However, the recently proposed background correction technique is highly dependent on segmentation accuracy as shown in Fig. 8. This is important especially for pelvic scans where the bladder changes in volume and shape over time. Our result showed that the segmentation error is pronounced after 10 mins where the bladder expands majorly in an anterior direction towards the rectum and superior to the pelvic organs. This is in line with past studies [42, 43] which showed that bladder expands primarily in the superior anterior direction, and hence, addition of anisotropic margins to the bladder is necessary. The translation of this correction technique to clinical application would need to take into account the inaccuracy in bladder segmentation either by adding additional margins or by manual correction as suggested by past studies.

With the emergence of new tracers such as 68Ga-prostate-specific membrane antigen (68Ga-PSMA) for prostate imaging, this correction technique can also be applicable for correcting shine-through effect in PET/MR imaging which causes loss of resolution and image artefacts due to its significant urinary excretion [19, 40]. Therefore, accurate correction will enhance reliable quantification of PET images and may lead to a tangible breakthrough in 68Ga-PSMA imaging.

Limitations of the study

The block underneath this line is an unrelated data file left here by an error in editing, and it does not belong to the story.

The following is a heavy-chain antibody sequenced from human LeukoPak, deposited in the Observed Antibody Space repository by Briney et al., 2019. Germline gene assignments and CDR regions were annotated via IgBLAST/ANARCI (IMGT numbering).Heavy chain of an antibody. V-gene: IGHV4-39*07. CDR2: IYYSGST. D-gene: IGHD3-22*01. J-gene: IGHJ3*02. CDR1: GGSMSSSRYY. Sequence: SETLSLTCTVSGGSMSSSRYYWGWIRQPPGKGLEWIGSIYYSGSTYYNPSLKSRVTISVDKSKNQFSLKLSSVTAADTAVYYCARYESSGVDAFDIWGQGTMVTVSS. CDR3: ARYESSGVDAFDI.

A major limitation of this work is that there is no TOF implementation, whereas the modelled GE scanner supports TOF. Although TOF has been shown to mitigate errors due to data inconsistency [44], it is not yet certain if TOF implementation can sufficiently correct for spill-in effect, especially for proximal lesions (see TOF reconstructions from GE PET Toolbox in Additional file 1: Figures S5 and S6). However, work is currently ongoing on implementing this in the STIR library, and we therefore aim to include this in our future investigations. Another limitation is the lack of detailed realistic simulations to model some effects such as positron range, non-collinearity, detector response, inter-crystal scattering etc. Furthermore, a crucial approximation is that we modelled an image-based system blurring and used the same analytical model to simulate and reconstruct the data. Although this is helpful for investigating the performance of the algorithm, it would have been preferable to utilise Monte Carlo simulators. Nevertheless, these limitations do not cancel the relevance of the background correction method because we also utilised acquired phantom and patient datasets which demonstrated that the recently proposed background correction method successfully corrects for the background activity.